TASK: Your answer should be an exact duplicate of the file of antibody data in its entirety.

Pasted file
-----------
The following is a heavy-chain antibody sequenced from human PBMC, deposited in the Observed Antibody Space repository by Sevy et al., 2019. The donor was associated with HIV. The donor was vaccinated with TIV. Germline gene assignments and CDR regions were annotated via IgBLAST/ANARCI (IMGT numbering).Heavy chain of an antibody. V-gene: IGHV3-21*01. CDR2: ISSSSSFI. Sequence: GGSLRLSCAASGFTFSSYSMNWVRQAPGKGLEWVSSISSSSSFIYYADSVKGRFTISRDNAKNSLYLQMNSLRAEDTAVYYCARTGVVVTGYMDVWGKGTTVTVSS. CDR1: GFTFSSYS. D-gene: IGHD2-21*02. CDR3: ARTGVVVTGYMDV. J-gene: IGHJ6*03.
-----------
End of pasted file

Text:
The following is a heavy-chain antibody sequenced from human PBMC, deposited in the Observed Antibody Space repository by Sevy et al., 2019. The donor was associated with HIV. The donor was vaccinated with TIV. Germline gene assignments and CDR regions were annotated via IgBLAST/ANARCI (IMGT numbering).Heavy chain of an antibody. V-gene: IGHV3-21*01. CDR2: ISSSSSFI. Sequence: GGSLRLSCAASGFTFSSYSMNWVRQAPGKGLEWVSSISSSSSFIYYADSVKGRFTISRDNAKNSLYLQMNSLRAEDTAVYYCARTGVVVTGYMDVWGKGTTVTVSS. CDR1: GFTFSSYS. D-gene: IGHD2-21*02. CDR3: ARTGVVVTGYMDV. J-gene: IGHJ6*03.